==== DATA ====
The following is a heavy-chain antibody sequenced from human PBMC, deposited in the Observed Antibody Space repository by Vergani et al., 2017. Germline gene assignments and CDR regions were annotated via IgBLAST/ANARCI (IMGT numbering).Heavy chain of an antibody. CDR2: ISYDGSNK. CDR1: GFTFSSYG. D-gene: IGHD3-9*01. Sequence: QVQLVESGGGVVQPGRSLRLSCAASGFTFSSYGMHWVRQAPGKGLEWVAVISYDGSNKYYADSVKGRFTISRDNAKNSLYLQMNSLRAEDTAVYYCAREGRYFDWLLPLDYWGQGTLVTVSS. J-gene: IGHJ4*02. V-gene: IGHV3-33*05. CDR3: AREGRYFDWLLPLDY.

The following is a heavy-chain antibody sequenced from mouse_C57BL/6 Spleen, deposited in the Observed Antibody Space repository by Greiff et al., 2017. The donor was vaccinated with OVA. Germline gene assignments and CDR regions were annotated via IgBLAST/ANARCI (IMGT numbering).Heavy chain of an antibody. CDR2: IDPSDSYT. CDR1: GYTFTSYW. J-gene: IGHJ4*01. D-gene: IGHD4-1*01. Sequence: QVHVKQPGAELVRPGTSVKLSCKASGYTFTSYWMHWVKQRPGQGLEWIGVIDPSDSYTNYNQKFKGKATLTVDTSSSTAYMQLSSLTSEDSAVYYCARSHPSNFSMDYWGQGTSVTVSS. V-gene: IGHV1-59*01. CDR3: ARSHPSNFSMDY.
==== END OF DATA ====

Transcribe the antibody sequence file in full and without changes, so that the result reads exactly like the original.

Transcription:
The following is a heavy-chain antibody sequenced from human PBMC, deposited in the Observed Antibody Space repository by Vergani et al., 2017. Germline gene assignments and CDR regions were annotated via IgBLAST/ANARCI (IMGT numbering).Heavy chain of an antibody. CDR2: ISYDGSNK. CDR1: GFTFSSYG. D-gene: IGHD3-9*01. Sequence: QVQLVESGGGVVQPGRSLRLSCAASGFTFSSYGMHWVRQAPGKGLEWVAVISYDGSNKYYADSVKGRFTISRDNAKNSLYLQMNSLRAEDTAVYYCAREGRYFDWLLPLDYWGQGTLVTVSS. J-gene: IGHJ4*02. V-gene: IGHV3-33*05. CDR3: AREGRYFDWLLPLDY.

The following is a heavy-chain antibody sequenced from mouse_C57BL/6 Spleen, deposited in the Observed Antibody Space repository by Greiff et al., 2017. The donor was vaccinated with OVA. Germline gene assignments and CDR regions were annotated via IgBLAST/ANARCI (IMGT numbering).Heavy chain of an antibody. CDR2: IDPSDSYT. CDR1: GYTFTSYW. J-gene: IGHJ4*01. D-gene: IGHD4-1*01. Sequence: QVHVKQPGAELVRPGTSVKLSCKASGYTFTSYWMHWVKQRPGQGLEWIGVIDPSDSYTNYNQKFKGKATLTVDTSSSTAYMQLSSLTSEDSAVYYCARSHPSNFSMDYWGQGTSVTVSS. V-gene: IGHV1-59*01. CDR3: ARSHPSNFSMDY.